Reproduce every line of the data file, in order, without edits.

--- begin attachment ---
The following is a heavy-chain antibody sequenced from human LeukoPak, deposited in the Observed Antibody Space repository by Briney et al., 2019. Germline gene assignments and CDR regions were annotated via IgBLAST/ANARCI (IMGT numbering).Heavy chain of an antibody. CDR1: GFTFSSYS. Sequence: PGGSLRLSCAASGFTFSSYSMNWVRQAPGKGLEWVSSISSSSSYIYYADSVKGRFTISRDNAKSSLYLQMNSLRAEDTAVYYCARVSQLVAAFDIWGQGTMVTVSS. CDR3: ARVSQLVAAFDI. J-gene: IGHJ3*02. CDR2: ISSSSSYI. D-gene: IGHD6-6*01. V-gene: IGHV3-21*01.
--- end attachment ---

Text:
The following is a heavy-chain antibody sequenced from human LeukoPak, deposited in the Observed Antibody Space repository by Briney et al., 2019. Germline gene assignments and CDR regions were annotated via IgBLAST/ANARCI (IMGT numbering).Heavy chain of an antibody. CDR1: GFTFSSYS. Sequence: PGGSLRLSCAASGFTFSSYSMNWVRQAPGKGLEWVSSISSSSSYIYYADSVKGRFTISRDNAKSSLYLQMNSLRAEDTAVYYCARVSQLVAAFDIWGQGTMVTVSS. CDR3: ARVSQLVAAFDI. J-gene: IGHJ3*02. CDR2: ISSSSSYI. D-gene: IGHD6-6*01. V-gene: IGHV3-21*01.